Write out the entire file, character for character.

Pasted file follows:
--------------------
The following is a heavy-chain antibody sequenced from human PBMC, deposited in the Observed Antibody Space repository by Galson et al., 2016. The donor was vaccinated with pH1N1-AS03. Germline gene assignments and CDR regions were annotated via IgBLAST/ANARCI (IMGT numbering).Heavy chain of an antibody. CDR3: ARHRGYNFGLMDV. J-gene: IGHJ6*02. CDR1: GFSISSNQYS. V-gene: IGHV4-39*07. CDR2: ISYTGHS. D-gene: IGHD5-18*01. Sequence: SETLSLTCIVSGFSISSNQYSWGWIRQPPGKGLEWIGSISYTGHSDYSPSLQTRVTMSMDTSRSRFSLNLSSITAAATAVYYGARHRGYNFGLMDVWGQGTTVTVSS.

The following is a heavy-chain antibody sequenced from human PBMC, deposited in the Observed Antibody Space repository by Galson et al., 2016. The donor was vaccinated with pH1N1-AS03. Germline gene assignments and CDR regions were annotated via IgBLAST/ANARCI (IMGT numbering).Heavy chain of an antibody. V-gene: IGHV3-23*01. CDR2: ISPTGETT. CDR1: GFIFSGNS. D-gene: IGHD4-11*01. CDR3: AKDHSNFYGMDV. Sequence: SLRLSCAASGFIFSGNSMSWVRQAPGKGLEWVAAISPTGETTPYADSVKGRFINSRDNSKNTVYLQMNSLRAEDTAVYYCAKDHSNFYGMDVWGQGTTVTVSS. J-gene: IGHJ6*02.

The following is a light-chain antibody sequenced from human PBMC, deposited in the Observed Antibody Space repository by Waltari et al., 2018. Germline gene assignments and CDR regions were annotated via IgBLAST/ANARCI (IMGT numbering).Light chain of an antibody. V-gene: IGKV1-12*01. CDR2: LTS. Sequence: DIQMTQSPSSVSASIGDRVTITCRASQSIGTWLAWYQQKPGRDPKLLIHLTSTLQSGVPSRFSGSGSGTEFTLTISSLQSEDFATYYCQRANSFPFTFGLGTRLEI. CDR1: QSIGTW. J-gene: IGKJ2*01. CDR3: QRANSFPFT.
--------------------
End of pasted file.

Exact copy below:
The following is a heavy-chain antibody sequenced from human PBMC, deposited in the Observed Antibody Space repository by Galson et al., 2016. The donor was vaccinated with pH1N1-AS03. Germline gene assignments and CDR regions were annotated via IgBLAST/ANARCI (IMGT numbering).Heavy chain of an antibody. CDR3: ARHRGYNFGLMDV. J-gene: IGHJ6*02. CDR1: GFSISSNQYS. V-gene: IGHV4-39*07. CDR2: ISYTGHS. D-gene: IGHD5-18*01. Sequence: SETLSLTCIVSGFSISSNQYSWGWIRQPPGKGLEWIGSISYTGHSDYSPSLQTRVTMSMDTSRSRFSLNLSSITAAATAVYYGARHRGYNFGLMDVWGQGTTVTVSS.

The following is a heavy-chain antibody sequenced from human PBMC, deposited in the Observed Antibody Space repository by Galson et al., 2016. The donor was vaccinated with pH1N1-AS03. Germline gene assignments and CDR regions were annotated via IgBLAST/ANARCI (IMGT numbering).Heavy chain of an antibody. V-gene: IGHV3-23*01. CDR2: ISPTGETT. CDR1: GFIFSGNS. D-gene: IGHD4-11*01. CDR3: AKDHSNFYGMDV. Sequence: SLRLSCAASGFIFSGNSMSWVRQAPGKGLEWVAAISPTGETTPYADSVKGRFINSRDNSKNTVYLQMNSLRAEDTAVYYCAKDHSNFYGMDVWGQGTTVTVSS. J-gene: IGHJ6*02.

The following is a light-chain antibody sequenced from human PBMC, deposited in the Observed Antibody Space repository by Waltari et al., 2018. Germline gene assignments and CDR regions were annotated via IgBLAST/ANARCI (IMGT numbering).Light chain of an antibody. V-gene: IGKV1-12*01. CDR2: LTS. Sequence: DIQMTQSPSSVSASIGDRVTITCRASQSIGTWLAWYQQKPGRDPKLLIHLTSTLQSGVPSRFSGSGSGTEFTLTISSLQSEDFATYYCQRANSFPFTFGLGTRLEI. CDR1: QSIGTW. J-gene: IGKJ2*01. CDR3: QRANSFPFT.